TALLADEGA, Ala. - Accept it, race fans: Dale Earnhardt and Jeff Gordon were buddies.
The old man respected the kid and took time to help him adjust to NASCAR's politics. Earnhardt recognized Gordon as a huge talent and cherished their on-track battles, knowing each victory was a win over a driver destined to go down as one of the best.
It's fact, yet many Earnhardt fans choose to ignore it.
They pretend the two drivers were bitter rivals, two very different men with nothing in common. No matter how hard he tries or what he accomplishes, Earnhardt fans are adamant that Gordon simply does not stack up against The Intimidator.
Turns out, though, that Gordon is a whole lot more like Earnhardt than anyone imagined.
Gordon proved it Sunday with career victory No. 77, which pushed him past Earnhardt for sixth place on NASCAR's list. It came at Talladega Superspeedway, where the crowd is virtually all pro-Earnhardt, and on the day Earnhardt would have celebrated his 56th birthday.
The feat was met with a shower of beer cans thrown from the stands.
The record book will show that Gordon took the lead with three laps to go and then won under caution during overtime. But the victory seemed destined hours earlier when he made an Earnhardtesque stand in the prerace drivers' meeting.
NASCAR warned the drivers that there's a fine line between skillfully bump-drafting and aggressive driving. Gordon respectfully disagreed. In a room packed with his peers, he spoke with NASCAR president Mike Helton about the dangers the drivers were about to face.
"I absolutely don't think there is a fine line," he began. "We're not able to mandate it ourselves. You guys have to mandate it because we've got the adrenaline flowing. We're competitors out there trying to win. And we see one guy push another guy, it allows us each to continue to do it more and more and more.
"And, yeah, obviously, you can't do it in the corners, but we still do it. Even on the straightaways, it's about judging the speed, and we're still wrecking on the straightaways. I don't think that should be happening at all. We can make a great, exciting race out there. And no offense to your warning, but when you drop the green, I guarantee we're going to be doing it."
And that, Tony Stewart, is how to make a point.
Days after Stewart exposed the sport to ridicule by comparing it to professional wrestling on his national radio show, Gordon calmly made a point to NASCAR that benefited all 43 drivers in the field.
For a guy who has resisted replacing the voice that was lost when Earnhardt died in 2001, Gordon certainly appeared a perfect fit for the role Sunday.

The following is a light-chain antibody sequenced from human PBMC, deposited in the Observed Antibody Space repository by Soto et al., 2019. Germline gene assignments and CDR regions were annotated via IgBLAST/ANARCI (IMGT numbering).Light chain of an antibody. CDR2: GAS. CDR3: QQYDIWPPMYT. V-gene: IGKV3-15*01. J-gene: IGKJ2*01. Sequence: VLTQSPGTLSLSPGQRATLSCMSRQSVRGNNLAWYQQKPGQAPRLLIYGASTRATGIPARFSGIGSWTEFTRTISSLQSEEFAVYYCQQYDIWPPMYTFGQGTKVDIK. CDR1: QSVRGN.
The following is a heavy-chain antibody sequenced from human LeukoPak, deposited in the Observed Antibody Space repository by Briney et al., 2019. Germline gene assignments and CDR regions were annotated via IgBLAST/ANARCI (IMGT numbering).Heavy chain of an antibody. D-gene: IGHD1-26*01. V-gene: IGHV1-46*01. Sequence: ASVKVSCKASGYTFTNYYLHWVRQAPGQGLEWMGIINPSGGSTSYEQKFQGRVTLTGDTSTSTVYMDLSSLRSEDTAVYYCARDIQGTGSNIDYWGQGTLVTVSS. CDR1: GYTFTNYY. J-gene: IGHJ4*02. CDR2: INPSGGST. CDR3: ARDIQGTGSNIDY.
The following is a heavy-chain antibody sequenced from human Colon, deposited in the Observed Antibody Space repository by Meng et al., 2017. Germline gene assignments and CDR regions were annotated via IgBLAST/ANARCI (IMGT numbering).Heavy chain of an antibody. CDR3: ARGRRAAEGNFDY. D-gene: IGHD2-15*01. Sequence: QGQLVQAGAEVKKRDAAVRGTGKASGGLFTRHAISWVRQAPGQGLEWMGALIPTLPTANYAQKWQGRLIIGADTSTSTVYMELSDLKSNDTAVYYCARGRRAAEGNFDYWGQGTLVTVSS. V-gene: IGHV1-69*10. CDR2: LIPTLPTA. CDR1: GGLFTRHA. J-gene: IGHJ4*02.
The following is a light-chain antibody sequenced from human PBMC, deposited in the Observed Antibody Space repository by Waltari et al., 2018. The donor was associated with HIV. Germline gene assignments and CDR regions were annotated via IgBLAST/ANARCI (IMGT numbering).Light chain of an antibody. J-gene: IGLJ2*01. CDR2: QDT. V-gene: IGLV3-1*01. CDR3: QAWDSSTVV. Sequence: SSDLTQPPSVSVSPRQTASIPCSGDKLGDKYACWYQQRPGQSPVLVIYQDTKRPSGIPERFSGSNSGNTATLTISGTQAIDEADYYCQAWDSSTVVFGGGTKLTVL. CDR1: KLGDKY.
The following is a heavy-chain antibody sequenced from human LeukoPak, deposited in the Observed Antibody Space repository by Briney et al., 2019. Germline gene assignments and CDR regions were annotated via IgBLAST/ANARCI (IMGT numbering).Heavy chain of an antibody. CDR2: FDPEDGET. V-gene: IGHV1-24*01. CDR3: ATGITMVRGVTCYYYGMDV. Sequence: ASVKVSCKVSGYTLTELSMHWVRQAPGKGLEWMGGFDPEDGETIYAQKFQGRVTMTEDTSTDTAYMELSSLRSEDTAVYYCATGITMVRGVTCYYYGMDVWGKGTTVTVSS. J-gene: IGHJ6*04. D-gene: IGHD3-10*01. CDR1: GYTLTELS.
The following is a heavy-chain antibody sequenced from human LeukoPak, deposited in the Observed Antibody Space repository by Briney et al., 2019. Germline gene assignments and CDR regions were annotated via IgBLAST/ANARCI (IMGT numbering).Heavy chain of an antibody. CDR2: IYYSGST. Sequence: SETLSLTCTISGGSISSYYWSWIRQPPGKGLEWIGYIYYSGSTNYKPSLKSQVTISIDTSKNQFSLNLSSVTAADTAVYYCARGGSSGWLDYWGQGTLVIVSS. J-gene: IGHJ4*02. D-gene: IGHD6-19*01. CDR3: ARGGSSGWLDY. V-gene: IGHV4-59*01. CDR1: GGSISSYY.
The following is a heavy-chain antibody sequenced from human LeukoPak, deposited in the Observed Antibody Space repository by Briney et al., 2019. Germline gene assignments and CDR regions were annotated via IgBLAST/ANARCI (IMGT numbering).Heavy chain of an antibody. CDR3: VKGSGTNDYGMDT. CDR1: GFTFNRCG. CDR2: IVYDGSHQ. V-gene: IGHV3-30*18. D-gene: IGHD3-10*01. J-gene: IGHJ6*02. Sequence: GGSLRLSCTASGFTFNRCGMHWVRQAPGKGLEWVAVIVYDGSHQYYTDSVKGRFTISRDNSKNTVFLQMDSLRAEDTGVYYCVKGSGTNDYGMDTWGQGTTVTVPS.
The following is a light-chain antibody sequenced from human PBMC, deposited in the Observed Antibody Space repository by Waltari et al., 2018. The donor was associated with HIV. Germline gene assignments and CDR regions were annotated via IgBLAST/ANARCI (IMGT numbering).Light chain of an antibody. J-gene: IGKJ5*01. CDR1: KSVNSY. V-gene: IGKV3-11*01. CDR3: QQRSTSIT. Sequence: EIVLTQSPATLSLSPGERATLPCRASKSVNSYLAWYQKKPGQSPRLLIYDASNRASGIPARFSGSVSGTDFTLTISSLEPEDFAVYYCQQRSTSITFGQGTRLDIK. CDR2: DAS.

He insisted after his victory that too much was being made of his stand - even though the race was much tamer by Talladega standards and might have been because of his comments.
"It was kind of a spur of the moment thing," he said. "I wanted to go see (NASCAR) before the drivers' meeting, and I didn't get a chance to, and something sparked inside of me and I just had to say something. I don't know if that made a difference or not, but (the race) was one of the best.
"But it had nothing to do with trying to set an example for others of how you go about it. I always try to go about saying things to NASCAR as gingerly as I can to try to get my point across, but not put anything down or take away from anything or anybody."
Former series champion Kurt Busch said Gordon has "always been the lead guy to be politically correct with NASCAR."
"Gordon is very selective with his words," he said.
Teammate Jimmie Johnson said the prerace comments were something most drivers would not have been comfortable making.
"If many other drivers would have spoken up and said what Jeff did in the drivers' meeting, it would have come off wrong and people would have laughed," Johnson said. "It wouldn't have come off the same way. But Jeff is at that spot in his career and he's so well spoken and comes from a fair place when he's speaking about those things, that people are listening."
The garage has lacked that presence since Earnhardt's fatal accident. Gordon insists he doesn't want to fill that void, and Stewart proved last week that while his message may be valid, his delivery lacks the finesse Earnhardt perfected.
"I know that Jeff doesn't want to be Dale," Johnson said. "He wants to be himself and do things his own way. I know he doesn't want to be in this position to be the voice of the drivers, but he almost has this responsibility that's developing for him whether he wants it or not."
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